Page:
http://i.imgur.com/c5pOIe8.png & http://i.imgur.com/zdxfXLE.png
Sitting in a parking lot you witness a minor, but still noteworthy collision between two cars. You wondered, "Is momentum really conserved in collisions?" It didn't seem like it was in the real world so you made the hypothesis, "Momentum is not conserved in all collisions. Collisions with less elasticity will lose more momentum than collisions with higher elasticity."
To test your hypothesis you used a simulation to gather data for two colliding objects. You looked at both linear (straight line) and nonlinear collisions for three different values of elasticity; 100% elastic, 50% elastic, and 0% elastic. You are to use the data as your basis to show the degree of momentum conservation and whether your hypothesis is validated or not.
2 & 3
Any help at all would be appreciated! I have been stuck on this for over a day now and it's starting to get me a little flustered. I mean, I know how to figure out the final velocity of entangled masses or just one object after a collision, but how do I do it with this data? I'm really lost. What does Vx, Vy mean and how do we use distance to determine if momentum is conserved? What does 100% or 50% elasticity mean? I thought there were only Perfectly Inelastic, Elastic or in between, but I never found a way to measure the elasticity?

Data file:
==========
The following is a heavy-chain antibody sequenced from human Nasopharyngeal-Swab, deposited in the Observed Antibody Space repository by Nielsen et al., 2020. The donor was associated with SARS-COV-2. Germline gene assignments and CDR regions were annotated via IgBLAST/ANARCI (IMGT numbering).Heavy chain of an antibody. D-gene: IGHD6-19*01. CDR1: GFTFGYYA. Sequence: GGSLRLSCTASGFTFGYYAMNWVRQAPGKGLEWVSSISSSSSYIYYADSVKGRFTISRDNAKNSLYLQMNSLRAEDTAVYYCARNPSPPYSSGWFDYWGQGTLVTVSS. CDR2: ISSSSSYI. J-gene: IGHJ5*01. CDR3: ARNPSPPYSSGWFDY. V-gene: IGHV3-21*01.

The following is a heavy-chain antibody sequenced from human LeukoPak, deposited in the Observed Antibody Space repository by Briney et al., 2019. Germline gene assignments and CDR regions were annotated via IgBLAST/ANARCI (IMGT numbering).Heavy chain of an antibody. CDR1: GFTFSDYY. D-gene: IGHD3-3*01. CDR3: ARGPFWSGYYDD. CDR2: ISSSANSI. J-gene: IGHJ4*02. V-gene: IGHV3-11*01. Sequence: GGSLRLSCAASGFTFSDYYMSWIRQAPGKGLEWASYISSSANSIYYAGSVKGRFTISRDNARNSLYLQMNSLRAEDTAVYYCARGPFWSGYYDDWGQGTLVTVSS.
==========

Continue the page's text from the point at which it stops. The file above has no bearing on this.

I thought that I could make use of these equations;
p = mv ; FΔt = mvf - mvi ; Δx = 1/2(vi + vf)Δt ; m1V1i + m2v2i = (m1 + m2)vf ; 1/2(m1V1i)^2 + 1/2(m2V2i)^2 = 1/2(m1V1f)^2 + 1/2(m2V2f)^2
But as I said, I'm not sure how to interpret the data.. I'm not really sure what to write down either. Do I just do equations for each one?
Any help would be so very appreciated. Thanks in advance.